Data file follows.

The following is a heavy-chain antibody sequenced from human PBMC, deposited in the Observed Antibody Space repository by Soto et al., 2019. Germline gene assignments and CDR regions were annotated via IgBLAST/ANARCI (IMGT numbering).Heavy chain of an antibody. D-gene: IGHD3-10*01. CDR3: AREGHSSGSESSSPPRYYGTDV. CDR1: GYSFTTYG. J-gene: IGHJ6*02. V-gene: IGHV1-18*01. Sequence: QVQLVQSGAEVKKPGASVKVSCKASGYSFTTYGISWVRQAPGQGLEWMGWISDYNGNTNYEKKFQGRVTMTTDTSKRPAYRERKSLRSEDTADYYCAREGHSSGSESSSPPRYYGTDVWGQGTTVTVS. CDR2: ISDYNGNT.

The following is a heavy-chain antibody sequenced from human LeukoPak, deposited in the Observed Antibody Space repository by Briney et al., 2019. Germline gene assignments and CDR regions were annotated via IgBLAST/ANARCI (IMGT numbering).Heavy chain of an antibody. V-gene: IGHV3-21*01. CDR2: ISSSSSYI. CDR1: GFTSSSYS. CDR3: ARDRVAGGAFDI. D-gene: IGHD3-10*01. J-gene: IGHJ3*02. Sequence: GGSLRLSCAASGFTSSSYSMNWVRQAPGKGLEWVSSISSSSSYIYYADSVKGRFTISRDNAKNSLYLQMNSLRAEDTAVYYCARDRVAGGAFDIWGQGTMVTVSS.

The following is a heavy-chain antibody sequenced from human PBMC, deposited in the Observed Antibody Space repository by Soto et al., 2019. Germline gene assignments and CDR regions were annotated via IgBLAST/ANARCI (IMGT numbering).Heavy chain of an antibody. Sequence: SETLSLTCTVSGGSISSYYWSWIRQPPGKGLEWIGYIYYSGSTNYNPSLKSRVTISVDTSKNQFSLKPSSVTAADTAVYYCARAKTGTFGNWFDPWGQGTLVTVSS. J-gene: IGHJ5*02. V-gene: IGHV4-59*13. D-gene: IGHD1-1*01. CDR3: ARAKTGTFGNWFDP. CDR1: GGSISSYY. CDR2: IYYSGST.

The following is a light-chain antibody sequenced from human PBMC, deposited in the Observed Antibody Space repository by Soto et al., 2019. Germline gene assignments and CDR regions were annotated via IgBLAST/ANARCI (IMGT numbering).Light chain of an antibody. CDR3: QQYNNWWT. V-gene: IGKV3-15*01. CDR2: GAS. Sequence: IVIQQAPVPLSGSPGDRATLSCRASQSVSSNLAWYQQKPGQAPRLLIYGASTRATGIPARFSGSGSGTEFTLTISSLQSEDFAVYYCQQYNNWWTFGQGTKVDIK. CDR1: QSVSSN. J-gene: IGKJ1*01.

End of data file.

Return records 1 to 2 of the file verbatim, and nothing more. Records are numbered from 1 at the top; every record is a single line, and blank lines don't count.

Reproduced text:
The following is a heavy-chain antibody sequenced from human PBMC, deposited in the Observed Antibody Space repository by Soto et al., 2019. Germline gene assignments and CDR regions were annotated via IgBLAST/ANARCI (IMGT numbering).Heavy chain of an antibody. D-gene: IGHD3-10*01. CDR3: AREGHSSGSESSSPPRYYGTDV. CDR1: GYSFTTYG. J-gene: IGHJ6*02. V-gene: IGHV1-18*01. Sequence: QVQLVQSGAEVKKPGASVKVSCKASGYSFTTYGISWVRQAPGQGLEWMGWISDYNGNTNYEKKFQGRVTMTTDTSKRPAYRERKSLRSEDTADYYCAREGHSSGSESSSPPRYYGTDVWGQGTTVTVS. CDR2: ISDYNGNT.

The following is a heavy-chain antibody sequenced from human LeukoPak, deposited in the Observed Antibody Space repository by Briney et al., 2019. Germline gene assignments and CDR regions were annotated via IgBLAST/ANARCI (IMGT numbering).Heavy chain of an antibody. V-gene: IGHV3-21*01. CDR2: ISSSSSYI. CDR1: GFTSSSYS. CDR3: ARDRVAGGAFDI. D-gene: IGHD3-10*01. J-gene: IGHJ3*02. Sequence: GGSLRLSCAASGFTSSSYSMNWVRQAPGKGLEWVSSISSSSSYIYYADSVKGRFTISRDNAKNSLYLQMNSLRAEDTAVYYCARDRVAGGAFDIWGQGTMVTVSS.